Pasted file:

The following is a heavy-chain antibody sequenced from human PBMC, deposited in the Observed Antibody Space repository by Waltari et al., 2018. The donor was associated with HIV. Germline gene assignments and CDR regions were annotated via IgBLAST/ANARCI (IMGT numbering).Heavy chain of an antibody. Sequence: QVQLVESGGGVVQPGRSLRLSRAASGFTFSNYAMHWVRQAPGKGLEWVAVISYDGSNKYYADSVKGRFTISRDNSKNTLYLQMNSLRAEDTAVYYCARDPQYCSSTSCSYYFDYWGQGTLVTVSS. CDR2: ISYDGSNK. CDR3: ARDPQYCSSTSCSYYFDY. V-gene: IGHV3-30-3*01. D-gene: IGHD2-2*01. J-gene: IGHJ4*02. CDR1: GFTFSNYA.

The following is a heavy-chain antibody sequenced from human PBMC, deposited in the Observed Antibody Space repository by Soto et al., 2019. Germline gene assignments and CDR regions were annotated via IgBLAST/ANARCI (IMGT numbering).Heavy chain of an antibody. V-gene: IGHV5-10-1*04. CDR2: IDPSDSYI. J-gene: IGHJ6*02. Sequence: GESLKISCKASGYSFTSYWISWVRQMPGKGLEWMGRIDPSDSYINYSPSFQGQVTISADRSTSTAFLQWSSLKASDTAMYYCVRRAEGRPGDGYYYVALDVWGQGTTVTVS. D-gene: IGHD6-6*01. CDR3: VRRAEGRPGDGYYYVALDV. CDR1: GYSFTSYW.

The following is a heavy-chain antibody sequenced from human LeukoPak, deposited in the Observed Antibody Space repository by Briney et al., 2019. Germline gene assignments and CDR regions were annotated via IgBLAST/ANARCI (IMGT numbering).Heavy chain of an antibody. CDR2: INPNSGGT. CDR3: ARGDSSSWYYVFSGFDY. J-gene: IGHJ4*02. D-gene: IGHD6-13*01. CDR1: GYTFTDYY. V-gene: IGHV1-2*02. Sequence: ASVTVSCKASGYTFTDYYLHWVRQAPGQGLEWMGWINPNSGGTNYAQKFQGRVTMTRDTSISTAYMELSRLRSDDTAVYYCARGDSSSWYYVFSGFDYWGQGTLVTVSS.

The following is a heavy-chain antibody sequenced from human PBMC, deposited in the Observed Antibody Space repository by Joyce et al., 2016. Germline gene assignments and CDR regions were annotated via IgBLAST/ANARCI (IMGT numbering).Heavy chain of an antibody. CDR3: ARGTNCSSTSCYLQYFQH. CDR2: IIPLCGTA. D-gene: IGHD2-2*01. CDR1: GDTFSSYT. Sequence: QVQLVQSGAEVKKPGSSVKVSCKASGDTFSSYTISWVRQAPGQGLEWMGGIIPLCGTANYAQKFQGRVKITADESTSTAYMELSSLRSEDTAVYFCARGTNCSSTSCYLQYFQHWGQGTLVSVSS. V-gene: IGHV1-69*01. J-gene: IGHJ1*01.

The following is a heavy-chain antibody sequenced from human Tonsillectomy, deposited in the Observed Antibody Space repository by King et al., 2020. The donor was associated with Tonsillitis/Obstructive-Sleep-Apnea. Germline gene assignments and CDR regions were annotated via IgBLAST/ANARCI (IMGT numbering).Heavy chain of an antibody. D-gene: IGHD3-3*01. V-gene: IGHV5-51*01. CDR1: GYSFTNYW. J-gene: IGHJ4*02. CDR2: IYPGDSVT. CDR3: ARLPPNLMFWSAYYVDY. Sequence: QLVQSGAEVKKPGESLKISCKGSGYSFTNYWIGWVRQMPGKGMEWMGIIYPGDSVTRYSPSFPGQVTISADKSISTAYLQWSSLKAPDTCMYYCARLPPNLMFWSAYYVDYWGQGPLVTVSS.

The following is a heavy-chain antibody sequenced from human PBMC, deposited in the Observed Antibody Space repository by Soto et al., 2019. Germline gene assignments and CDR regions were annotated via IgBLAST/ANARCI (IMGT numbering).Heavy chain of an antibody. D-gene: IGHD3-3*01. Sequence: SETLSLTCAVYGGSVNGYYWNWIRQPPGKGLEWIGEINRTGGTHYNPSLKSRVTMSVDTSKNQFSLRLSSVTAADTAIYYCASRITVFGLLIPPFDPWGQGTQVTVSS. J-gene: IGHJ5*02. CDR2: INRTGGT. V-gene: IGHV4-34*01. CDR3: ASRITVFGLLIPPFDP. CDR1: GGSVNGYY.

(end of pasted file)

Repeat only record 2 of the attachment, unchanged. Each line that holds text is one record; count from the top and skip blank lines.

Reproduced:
The following is a heavy-chain antibody sequenced from human PBMC, deposited in the Observed Antibody Space repository by Soto et al., 2019. Germline gene assignments and CDR regions were annotated via IgBLAST/ANARCI (IMGT numbering).Heavy chain of an antibody. V-gene: IGHV5-10-1*04. CDR2: IDPSDSYI. J-gene: IGHJ6*02. Sequence: GESLKISCKASGYSFTSYWISWVRQMPGKGLEWMGRIDPSDSYINYSPSFQGQVTISADRSTSTAFLQWSSLKASDTAMYYCVRRAEGRPGDGYYYVALDVWGQGTTVTVS. D-gene: IGHD6-6*01. CDR3: VRRAEGRPGDGYYYVALDV. CDR1: GYSFTSYW.